a programmable controller for controlling the operation of the weighing means, the first feed moving means, the second feed moving means, and the valve member moving means and for recording the weight of feed delivered to each of the plural feeders.
2. The feed delivery system of claim 1 further comprising a feed level sensor in each of the plural feeders to provide a low feed signal to the controller when the level of feed in the associated feeder drops below a given level.
3. The feed delivery system of claim 1 wherein the weighing means includes a load cell coupled to the weighing hopper to weigh the quantity of feed therein.
4. The feed delivery system of claim 3 wherein the weighing hopper is suspended from the load cell.
5. The feed delivery system of claim 1 wherein the movable valve member is closely fitted to the feed delivery conduit.
6. The feed delivery system of claim 5 wherein the feed delivery conduit is cylindrical in shape and the movable valve member is a slide gate having a semi-cylindrical shape to fit over a lower half of the conduit.
7. The feed delivery system of claim 1 wherein the valve member moving means includes a pneumatic actuator.
8. The feed delivery system of claim 1 wherein the valve member moving means includes an electric actuator.
9. A method of delivering feed to feeders within a plurality of livestock pens to ensure that feed is always available in the feeder and of monitoring the quantity of feed delivered to each feeder, the method comprising the steps of:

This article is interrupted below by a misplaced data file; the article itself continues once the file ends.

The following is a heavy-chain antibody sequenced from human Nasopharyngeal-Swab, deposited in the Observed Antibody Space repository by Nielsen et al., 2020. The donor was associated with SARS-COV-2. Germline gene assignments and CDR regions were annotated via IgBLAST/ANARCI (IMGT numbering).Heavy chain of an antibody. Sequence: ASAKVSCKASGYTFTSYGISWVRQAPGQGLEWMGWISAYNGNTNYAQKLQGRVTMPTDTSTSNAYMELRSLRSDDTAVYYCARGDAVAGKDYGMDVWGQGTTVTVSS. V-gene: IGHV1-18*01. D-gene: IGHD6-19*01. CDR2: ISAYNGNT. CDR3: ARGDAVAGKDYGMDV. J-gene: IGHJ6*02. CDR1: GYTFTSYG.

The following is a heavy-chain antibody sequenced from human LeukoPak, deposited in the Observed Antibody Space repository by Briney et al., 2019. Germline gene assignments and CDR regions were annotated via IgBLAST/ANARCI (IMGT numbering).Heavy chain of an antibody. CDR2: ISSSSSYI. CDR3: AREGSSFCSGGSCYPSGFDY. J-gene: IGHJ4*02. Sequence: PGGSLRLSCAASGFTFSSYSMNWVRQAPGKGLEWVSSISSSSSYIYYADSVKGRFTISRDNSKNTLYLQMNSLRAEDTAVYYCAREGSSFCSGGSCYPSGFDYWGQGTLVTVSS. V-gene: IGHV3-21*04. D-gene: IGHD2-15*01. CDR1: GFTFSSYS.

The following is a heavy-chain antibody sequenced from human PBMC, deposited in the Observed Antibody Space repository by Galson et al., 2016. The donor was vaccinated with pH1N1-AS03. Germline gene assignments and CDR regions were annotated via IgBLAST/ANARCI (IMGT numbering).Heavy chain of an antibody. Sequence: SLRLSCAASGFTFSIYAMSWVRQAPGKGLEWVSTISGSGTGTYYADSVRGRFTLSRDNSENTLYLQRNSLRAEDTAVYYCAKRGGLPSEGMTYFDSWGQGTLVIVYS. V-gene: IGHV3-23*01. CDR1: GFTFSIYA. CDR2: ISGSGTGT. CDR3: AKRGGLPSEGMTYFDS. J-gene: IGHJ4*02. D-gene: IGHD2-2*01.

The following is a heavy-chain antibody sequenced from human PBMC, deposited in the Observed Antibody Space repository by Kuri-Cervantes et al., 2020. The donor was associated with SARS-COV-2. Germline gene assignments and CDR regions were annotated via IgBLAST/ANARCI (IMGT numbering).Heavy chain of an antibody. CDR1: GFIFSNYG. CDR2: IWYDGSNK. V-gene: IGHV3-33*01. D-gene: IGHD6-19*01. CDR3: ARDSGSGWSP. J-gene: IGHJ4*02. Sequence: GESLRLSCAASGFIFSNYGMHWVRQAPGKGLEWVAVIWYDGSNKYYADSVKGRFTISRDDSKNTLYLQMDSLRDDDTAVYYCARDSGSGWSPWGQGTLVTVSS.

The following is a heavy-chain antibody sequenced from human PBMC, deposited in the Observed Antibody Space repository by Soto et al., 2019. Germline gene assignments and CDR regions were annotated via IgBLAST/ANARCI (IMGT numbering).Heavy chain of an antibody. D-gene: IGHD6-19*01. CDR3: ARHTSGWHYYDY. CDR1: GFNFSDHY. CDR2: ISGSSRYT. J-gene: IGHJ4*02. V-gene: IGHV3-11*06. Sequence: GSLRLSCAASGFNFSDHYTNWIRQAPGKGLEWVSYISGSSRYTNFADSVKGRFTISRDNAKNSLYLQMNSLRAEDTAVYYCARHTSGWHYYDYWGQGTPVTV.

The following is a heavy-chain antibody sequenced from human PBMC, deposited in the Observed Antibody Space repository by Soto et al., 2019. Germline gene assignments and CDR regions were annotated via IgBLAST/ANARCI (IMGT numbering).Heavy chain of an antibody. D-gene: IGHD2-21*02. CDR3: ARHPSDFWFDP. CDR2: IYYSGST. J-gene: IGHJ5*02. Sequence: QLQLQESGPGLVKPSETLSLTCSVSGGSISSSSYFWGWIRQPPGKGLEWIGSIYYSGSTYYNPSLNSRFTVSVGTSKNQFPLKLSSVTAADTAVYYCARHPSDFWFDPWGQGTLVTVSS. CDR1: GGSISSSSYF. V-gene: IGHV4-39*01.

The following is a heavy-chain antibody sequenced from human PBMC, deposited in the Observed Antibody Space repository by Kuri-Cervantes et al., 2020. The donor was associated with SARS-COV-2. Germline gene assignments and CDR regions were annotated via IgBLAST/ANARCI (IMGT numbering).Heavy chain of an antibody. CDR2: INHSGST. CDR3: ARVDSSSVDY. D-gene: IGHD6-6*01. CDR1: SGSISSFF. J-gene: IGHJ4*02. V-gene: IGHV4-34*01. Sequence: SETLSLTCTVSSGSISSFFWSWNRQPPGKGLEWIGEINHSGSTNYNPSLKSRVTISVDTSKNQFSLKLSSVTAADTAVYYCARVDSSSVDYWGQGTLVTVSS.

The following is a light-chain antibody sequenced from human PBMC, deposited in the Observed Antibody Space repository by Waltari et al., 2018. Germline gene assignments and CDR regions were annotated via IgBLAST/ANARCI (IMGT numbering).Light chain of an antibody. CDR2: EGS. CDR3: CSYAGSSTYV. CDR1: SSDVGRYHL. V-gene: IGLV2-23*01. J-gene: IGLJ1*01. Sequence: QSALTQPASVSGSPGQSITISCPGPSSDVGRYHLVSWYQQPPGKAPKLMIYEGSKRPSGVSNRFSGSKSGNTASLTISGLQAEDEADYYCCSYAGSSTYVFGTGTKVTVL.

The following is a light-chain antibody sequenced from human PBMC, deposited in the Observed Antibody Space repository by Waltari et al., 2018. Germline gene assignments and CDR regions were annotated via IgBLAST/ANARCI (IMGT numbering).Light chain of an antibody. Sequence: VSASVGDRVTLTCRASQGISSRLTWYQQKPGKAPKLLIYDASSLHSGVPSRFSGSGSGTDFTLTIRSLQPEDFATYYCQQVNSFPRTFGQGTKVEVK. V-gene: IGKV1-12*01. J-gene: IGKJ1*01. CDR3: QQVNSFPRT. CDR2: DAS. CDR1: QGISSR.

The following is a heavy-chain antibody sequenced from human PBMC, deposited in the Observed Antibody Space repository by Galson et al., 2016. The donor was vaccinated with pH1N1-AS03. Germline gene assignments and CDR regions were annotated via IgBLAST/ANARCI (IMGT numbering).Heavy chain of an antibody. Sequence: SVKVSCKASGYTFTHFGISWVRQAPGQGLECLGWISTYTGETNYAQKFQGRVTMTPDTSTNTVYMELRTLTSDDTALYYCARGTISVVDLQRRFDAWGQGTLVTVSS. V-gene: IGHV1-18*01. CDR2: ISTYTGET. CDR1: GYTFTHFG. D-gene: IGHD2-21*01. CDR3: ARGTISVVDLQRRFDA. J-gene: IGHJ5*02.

moving a quantity of feed from a feed storage bin to a feed weighing hopper through a first feed delivery means;
weighing the feed within the feed weighing hopper with a weighing means operatively associated with the weighing hopper for weighing feed therein;
recording the weight of the feed in the weighing hopper in a memory of a programmable controller;
moving the weighed feed from the weighing hopper through a feed delivery conduit by a second feed moving means, the conduit having a plurality of feed drop boxes located serially along the conduit and the conduit having an opening therein within each drop box and a valve member movable between closed and opened positions in which the conduit opening is covered and uncovered respectively;
moving the valve member of one drop box to its opened position while the valve members of the other drop boxes remaining in their closed positions whereby the weighed feed is allowed to drop from the conduit into the drop box after which the feed falls through a drop tube to a feeder therebelow in one of the livestock pens; and
programming the programmable controller to deliver feed to each of the feeders by the above steps according to a predetermined schedule.
10. The method of claim 9 wherein the predetermined schedule includes delivery of feed when the level of feed within a feeder drops below a pre-set level as detected by a feed lever sensor within each feeder, the feed level sensor producing a low feed level signal when the feed therein drops below the pre-set level, the low feed level signal being received by the programmable controller.